Keith Haring (American, 1958-1990) Mother and Child, 1986

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Lot 30W
Keith Haring
(American, 1958-1990)
Mother and Child, 1986

Sold for US$ 1,296,500 inc. premium
Keith Haring (American, 1958-1990)
Mother and Child, 1986

incised 'K. Haring 86' and with the artist's insignia (on the base)
painted aluminum

91 x 89 x 48 in.
231 x 226 x 122 cm.

This work is number one from an edition of three.


  • Provenance
    The Estate of Keith Haring, New York
    Galerie Jérôme de Noirmont, Paris
    Acquired directly from the above by the present owner in 1999

    New York, Tony Shafrazi Gallery, Keith Haring, 17 January-14 February 1987
    Paris, Galerie Jérôme de Noirmont, Keith Haring - 12 Sculptures, 4 June-23 July 1999, p. 27, illustrated in color and p. 39, illustrated in color
    Paris, Champs-Élysées, Les Champs de la Sculpture 2000, 1 September-14 November 1999

    Germano Celant, Keith Haring, Milan 1994, p. 229, illustrated in black and white

    Keith Haring is considered to be one of the most pioneering, innovative and significant artists of the twentieth century. With his roots in graffiti and street art in New York's East Village in the 1980's, his hugely varied, prolific and far reaching body of work encapsulates and reflects a period of experimentation, turbulence and creativity within the United States. Mother and Child, 1986, which comes to auction for the first time from an esteemed private collection, is a joyful culmination of Haring's practice.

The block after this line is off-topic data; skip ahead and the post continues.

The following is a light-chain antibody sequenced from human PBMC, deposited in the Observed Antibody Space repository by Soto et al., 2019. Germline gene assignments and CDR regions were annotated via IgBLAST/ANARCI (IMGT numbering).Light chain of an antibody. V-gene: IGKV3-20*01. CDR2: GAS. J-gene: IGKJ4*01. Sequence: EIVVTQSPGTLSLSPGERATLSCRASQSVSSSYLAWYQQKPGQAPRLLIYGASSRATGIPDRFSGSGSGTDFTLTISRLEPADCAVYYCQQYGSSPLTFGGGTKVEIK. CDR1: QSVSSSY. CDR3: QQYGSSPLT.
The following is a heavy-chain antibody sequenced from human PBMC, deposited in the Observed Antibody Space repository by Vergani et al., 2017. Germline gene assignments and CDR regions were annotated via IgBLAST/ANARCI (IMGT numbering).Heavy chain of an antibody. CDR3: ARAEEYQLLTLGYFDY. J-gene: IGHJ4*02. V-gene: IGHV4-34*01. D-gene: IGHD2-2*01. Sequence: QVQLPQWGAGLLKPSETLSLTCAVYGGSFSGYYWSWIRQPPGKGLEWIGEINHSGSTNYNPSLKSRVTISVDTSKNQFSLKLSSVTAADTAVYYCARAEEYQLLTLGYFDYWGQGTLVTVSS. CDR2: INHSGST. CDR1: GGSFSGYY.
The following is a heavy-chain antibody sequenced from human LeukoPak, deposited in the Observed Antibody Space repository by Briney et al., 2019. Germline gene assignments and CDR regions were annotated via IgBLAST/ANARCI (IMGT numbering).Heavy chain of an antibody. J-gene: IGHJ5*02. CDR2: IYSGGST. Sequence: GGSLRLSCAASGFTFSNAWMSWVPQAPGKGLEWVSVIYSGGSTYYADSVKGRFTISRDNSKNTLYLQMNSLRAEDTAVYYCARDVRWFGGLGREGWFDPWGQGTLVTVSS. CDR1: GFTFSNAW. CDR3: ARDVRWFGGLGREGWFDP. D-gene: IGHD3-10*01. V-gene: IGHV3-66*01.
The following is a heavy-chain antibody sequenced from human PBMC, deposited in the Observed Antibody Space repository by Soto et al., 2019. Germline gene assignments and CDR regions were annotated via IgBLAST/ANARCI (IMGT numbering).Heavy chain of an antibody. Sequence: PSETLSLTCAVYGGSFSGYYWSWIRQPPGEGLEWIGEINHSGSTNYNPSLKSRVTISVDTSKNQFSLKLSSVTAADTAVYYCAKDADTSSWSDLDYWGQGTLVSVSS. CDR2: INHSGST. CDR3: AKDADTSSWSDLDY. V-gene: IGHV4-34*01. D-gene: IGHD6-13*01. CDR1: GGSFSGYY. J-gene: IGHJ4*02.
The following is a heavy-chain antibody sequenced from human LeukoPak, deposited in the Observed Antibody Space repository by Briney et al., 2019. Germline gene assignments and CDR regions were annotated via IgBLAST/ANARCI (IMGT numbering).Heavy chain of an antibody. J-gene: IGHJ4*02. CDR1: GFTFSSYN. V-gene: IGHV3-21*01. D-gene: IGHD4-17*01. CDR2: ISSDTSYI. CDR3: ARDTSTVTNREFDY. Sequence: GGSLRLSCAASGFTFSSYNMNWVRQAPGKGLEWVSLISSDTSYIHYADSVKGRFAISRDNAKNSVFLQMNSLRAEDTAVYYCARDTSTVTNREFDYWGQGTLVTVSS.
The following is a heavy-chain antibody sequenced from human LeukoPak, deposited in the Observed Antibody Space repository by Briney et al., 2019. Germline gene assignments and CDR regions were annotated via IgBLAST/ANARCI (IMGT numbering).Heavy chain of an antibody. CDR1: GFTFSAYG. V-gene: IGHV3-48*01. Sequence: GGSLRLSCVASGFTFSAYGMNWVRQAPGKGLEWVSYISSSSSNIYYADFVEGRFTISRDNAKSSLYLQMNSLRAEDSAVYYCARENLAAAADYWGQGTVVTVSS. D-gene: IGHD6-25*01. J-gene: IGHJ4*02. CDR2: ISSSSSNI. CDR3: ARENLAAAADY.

Haring began experimenting with large outdoor sculptures later in his career and they became immediately iconic and recognizable features in cities, parks and institutions around the world. Created only a few years before his sudden and untimely death in 1990 from AIDS, at a time when America was trying to grapple with varying social issues, Mother and Child reads as a rich celebration of life and birth, relationships and connections and the triumph of the human spirit. Haring was born in Kutztown, Pennsylvania in 1958. He moved to New York at the age of twenty in 1978 to study painting at the School of Visual Arts. His first early works to receive recognition were his subway drawings which he created using chalk on unused black boards in the city's subway stations. Their spontaneous guerrilla spirit and cryptic consumerist-inspired graphics read like subterranean cave drawings for modern commuters. He created thousands of these drawings over a period of four years, but their socially charged mission and humanist spirit would come to define his artistic career.